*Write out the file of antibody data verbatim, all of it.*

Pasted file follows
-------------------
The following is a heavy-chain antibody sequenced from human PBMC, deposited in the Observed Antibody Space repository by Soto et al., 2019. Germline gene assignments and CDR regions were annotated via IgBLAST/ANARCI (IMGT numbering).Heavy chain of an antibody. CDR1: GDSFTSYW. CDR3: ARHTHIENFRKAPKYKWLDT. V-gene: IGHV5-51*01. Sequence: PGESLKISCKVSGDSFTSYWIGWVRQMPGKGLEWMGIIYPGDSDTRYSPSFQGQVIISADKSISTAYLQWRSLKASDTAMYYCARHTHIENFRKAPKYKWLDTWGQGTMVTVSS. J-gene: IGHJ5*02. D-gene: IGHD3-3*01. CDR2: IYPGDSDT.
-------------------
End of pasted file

The following is a heavy-chain antibody sequenced from human PBMC, deposited in the Observed Antibody Space repository by Soto et al., 2019. Germline gene assignments and CDR regions were annotated via IgBLAST/ANARCI (IMGT numbering).Heavy chain of an antibody. CDR1: GDSFTSYW. CDR3: ARHTHIENFRKAPKYKWLDT. V-gene: IGHV5-51*01. Sequence: PGESLKISCKVSGDSFTSYWIGWVRQMPGKGLEWMGIIYPGDSDTRYSPSFQGQVIISADKSISTAYLQWRSLKASDTAMYYCARHTHIENFRKAPKYKWLDTWGQGTMVTVSS. J-gene: IGHJ5*02. D-gene: IGHD3-3*01. CDR2: IYPGDSDT.